“The Rise of Neglected Tropical Diseases and Poverty in Developing Countries and the Southern United States”

Dr. Peter Hotez

Peter J. Hotez, M.D., Ph.D.

Tuesday, October 1, 2013
5:45 p.m. – Networking Reception
6:30 p.m. – Presentation

The neglected tropical diseases (NTDs) are the most common afflictions of people who live in extreme poverty, including the 1.3 billion people living below the World Bank poverty level. These diseases cause poverty through their long-term and chronic effects on worker productivity, child development, and the health of girls and women (including pregnant women). They are among the most important diseases emerging as a result of civil and international conflicts.

Transmission of some NTDs occurs in Texas and in Houston, especially among impoverished populations and people of color, as well as several animal reservoirs. There is an urgent need for a policy to address these diseases. Dr. Hotez will share his work in this area and discuss what he is doing to impact change.


Dr. Hotez received his bachelor’s degree in Molecular Biophysics & Biochemistry with high honors from Yale University, and his MD and PhD degrees from the Rockefeller University-Weil Cornell Medical College in New York. He completed residency training at Massachusetts General Hospital was a post-doctoral fellow at Yale University School of Medicine. He was on the faculties of Yale University School of Medicine and served as Distinguished Research Professor and Chair of the Department of Microbiology, Immunology and Tropical Medicine at George Washington University before relocating to Baylor College of Medicine 2011. He currently serves as the Dean of the National School of Tropical Medicine and Texas Children’s Hospital Endowed Chair in Tropical Pediatrics, as well as President of the Sabin Vaccine Institute and Director of the Texas Children’s Hospital Center for Vaccine Development. He is also Fellow in Disease and Poverty at the James A. Baker III Institute of Rice University.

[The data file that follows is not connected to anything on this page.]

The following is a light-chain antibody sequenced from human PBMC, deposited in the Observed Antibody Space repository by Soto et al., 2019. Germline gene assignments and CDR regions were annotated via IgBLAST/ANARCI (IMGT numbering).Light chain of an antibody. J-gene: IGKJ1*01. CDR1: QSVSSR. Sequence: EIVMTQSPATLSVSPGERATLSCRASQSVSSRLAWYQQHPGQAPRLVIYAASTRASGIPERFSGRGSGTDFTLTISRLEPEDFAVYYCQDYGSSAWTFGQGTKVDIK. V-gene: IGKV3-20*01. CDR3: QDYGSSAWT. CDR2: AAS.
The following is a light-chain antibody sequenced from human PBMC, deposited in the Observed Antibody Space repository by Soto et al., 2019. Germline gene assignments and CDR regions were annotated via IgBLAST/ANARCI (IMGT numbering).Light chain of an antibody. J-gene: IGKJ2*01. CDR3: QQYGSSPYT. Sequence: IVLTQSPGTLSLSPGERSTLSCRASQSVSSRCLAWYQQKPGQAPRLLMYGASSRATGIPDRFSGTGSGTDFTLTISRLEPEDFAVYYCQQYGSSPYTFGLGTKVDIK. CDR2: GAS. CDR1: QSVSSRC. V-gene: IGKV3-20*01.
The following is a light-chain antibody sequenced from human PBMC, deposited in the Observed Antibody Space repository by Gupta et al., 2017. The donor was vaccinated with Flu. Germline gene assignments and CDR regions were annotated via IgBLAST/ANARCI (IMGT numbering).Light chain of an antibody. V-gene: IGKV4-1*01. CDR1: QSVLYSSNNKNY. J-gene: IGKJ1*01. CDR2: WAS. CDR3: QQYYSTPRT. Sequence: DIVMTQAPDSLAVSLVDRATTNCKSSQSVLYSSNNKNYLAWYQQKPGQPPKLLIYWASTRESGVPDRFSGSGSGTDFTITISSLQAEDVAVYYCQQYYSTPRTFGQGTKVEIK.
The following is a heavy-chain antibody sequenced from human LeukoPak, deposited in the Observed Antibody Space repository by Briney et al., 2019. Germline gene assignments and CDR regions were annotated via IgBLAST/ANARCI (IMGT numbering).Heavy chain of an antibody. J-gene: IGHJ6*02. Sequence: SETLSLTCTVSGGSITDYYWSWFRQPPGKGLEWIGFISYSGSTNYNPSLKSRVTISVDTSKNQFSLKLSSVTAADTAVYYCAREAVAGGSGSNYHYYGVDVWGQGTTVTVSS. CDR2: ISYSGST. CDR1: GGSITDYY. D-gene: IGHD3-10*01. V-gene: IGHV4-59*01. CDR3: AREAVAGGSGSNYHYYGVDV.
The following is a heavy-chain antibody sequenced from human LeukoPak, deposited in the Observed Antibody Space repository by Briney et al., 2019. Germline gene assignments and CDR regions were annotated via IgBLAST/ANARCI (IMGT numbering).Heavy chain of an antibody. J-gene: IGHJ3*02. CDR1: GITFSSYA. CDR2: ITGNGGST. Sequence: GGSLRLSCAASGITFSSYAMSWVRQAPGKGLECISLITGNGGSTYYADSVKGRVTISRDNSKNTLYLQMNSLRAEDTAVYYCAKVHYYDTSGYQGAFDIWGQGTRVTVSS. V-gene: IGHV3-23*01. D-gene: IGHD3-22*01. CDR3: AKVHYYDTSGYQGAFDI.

Dr. Hotez has pioneered the development of vaccines to combat neglected tropical diseases, including a human hookworm vaccine in clinical trials. He is also a leading global health advocate helping to create a rapid impact package for NTDs now reaching more than 250 million people in developng countries, and for the concept of ‘vaccine diplomacy’. He received grants from NIAID, NIH and the Bill & Melinda Gates Foundation. He has written over 275 scientific papers and 60 book chapters, in addition to more than 50 op-ed pieces in major magazines and newspapers such as the New York Times and Los Angeles Times, and articles for Scientific American and Foreign Policy. He appears frequently on television and radio in his role as a global health advocate.

Dr. Hotez was elected to memberships in the Institute of Medicine of the US National Academies and to the Association of American Physicians. He is past president of the American Society of Tropical Medicine and Hygiene and serves on the NIH Council of Councils and the advisory committee of WHO TDR the special programme on tropical disease research. In 2012 he received the Abraham Horwitz Award in inter-american public health leadership from the Pan American Health Organization of the WHO, while in 2013 he was named as one of the 50 most influential people in vaccines.